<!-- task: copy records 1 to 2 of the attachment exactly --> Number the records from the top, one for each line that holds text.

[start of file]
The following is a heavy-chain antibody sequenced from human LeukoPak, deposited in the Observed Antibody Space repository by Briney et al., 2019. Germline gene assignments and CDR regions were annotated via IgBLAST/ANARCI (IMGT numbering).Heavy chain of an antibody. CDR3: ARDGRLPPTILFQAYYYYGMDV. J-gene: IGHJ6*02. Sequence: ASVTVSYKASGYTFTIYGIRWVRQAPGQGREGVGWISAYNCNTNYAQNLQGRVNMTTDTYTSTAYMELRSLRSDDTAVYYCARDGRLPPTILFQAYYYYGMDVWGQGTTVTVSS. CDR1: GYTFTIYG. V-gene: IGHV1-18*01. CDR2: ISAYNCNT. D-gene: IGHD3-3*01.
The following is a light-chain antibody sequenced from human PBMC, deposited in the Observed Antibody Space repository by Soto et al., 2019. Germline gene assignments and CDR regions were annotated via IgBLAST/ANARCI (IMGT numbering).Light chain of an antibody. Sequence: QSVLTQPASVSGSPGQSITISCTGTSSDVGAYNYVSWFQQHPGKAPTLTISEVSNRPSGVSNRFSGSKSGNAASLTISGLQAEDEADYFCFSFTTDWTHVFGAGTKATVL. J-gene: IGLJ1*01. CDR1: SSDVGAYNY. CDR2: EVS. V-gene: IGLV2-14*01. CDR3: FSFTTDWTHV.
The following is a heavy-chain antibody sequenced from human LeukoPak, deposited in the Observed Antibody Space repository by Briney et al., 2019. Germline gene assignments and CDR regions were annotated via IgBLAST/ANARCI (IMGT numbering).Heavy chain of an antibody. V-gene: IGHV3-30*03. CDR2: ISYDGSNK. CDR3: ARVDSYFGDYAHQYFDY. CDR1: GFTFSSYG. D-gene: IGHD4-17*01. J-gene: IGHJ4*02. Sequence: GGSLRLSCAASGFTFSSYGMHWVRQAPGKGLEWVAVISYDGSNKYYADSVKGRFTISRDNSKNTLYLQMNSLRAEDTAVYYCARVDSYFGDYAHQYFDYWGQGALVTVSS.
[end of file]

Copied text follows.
The following is a heavy-chain antibody sequenced from human LeukoPak, deposited in the Observed Antibody Space repository by Briney et al., 2019. Germline gene assignments and CDR regions were annotated via IgBLAST/ANARCI (IMGT numbering).Heavy chain of an antibody. CDR3: ARDGRLPPTILFQAYYYYGMDV. J-gene: IGHJ6*02. Sequence: ASVTVSYKASGYTFTIYGIRWVRQAPGQGREGVGWISAYNCNTNYAQNLQGRVNMTTDTYTSTAYMELRSLRSDDTAVYYCARDGRLPPTILFQAYYYYGMDVWGQGTTVTVSS. CDR1: GYTFTIYG. V-gene: IGHV1-18*01. CDR2: ISAYNCNT. D-gene: IGHD3-3*01.
The following is a light-chain antibody sequenced from human PBMC, deposited in the Observed Antibody Space repository by Soto et al., 2019. Germline gene assignments and CDR regions were annotated via IgBLAST/ANARCI (IMGT numbering).Light chain of an antibody. Sequence: QSVLTQPASVSGSPGQSITISCTGTSSDVGAYNYVSWFQQHPGKAPTLTISEVSNRPSGVSNRFSGSKSGNAASLTISGLQAEDEADYFCFSFTTDWTHVFGAGTKATVL. J-gene: IGLJ1*01. CDR1: SSDVGAYNY. CDR2: EVS. V-gene: IGLV2-14*01. CDR3: FSFTTDWTHV.